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May Advocate 2017

436 V O L . 7 5 P A R T 3 M A Y 2 0 1 7 THE ADVOCATE 1976 (who now lives and works in California, for his dad’s former company, but more on that in a bit). While still in high school, Lance took a job at a MacBlo particle board mill on Marine Drive. To support his growing family, he carried on with that job while advancing his education right through to completion of his LL.B. He took the midnight shift in the control centre (more a shack) where he could study when not watching the dials. He also picked up his millwright and steam tickets on the theory that if he did not get his law degree they would form the basis for plan B. It was not necessary in the end, but Lance always looked at life from every angle. In recent years, he also thought it fitting yet funny when he started receiving a small IWA pension. It was in law school in 1977 that our paths crossed. At that time we started a joking tradition where we began every phone call and get-together within the salutations, “Lance, old son” and “Michael my boy”. Lance, Gord Weatherill (now Weatherill J.) and I supported and bolstered each other along the way to our degrees. We also, along with Gord’s twin brother Gary (also now Weatherill J.) and Bob Kuhn (now the periodically embattled president of TWU), set up a process-serving company to make some extra cash. We called it Schooner Services, and employed some of our other classmates to assist in what quickly grew into a fairly thriving enterprise, with a clientele that cut across the Vancouver legal community. In those days, before computers, cell phones, and all the other technology that runs the world now, we used a beeper linked to our landline phone number to receive notice of call-outs. As it was quite loud and we were often in lectures, we had to set it to vibration mode. It was always a lively discussion as to whose turn it was to wear the vibrator in class. Lance articled with Bob Ross, who had a busy personal injury practice in Vancouver (which Genevieve tells me meant that they were never able to enjoy such childhood joys as trampolines). Lance stayed on as an associate for some months before life took another course. One highlight was his first (and only) appearance in the Court of Appeal, where he won what he claimed with amusement was an outstanding victory by saying nothing. (He was on for the respondent and it was one of those hopeless attempts at persuading the appellate court to intervene.) But he was in fact always very articulate, which was one of the many reasons for which he was chosen to be the emcee when I married. It was at this time that his father perfected an invention that would change the lives of the entire Taylor family: a knee brace hinge that was to be the basis for a family-run firm called Generation II Orthotics Inc., which all the Taylor clan came together to operate. It grew from a small operation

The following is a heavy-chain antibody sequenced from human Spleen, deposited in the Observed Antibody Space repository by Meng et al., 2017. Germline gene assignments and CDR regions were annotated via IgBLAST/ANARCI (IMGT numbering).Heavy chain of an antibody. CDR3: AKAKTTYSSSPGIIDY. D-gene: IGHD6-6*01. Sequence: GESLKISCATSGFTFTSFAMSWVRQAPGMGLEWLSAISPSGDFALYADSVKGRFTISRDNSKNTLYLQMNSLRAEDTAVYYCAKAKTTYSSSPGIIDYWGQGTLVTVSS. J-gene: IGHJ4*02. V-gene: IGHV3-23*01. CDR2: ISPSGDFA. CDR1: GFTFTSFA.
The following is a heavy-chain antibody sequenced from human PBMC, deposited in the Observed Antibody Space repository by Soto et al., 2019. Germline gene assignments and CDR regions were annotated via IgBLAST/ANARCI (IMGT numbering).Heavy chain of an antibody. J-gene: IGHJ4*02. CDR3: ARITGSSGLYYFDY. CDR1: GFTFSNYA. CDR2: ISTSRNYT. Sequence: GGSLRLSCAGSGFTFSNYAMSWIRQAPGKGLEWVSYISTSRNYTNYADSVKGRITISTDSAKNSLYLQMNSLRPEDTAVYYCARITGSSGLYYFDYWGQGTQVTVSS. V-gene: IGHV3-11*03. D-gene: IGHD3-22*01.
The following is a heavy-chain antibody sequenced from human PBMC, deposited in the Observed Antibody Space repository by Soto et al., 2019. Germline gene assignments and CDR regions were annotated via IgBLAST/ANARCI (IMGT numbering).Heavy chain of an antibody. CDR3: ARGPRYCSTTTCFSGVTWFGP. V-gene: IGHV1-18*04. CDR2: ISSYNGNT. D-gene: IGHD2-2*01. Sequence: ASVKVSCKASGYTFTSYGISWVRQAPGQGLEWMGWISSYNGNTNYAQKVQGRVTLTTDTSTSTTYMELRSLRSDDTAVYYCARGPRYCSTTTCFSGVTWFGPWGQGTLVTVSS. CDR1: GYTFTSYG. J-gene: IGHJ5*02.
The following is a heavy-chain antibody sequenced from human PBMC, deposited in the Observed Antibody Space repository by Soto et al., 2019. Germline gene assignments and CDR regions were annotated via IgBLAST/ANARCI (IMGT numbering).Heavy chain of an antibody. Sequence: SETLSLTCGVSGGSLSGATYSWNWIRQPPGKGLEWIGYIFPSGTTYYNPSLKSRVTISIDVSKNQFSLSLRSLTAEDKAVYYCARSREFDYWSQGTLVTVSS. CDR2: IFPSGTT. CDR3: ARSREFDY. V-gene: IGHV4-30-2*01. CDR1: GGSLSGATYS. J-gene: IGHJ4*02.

May Advocate 2017
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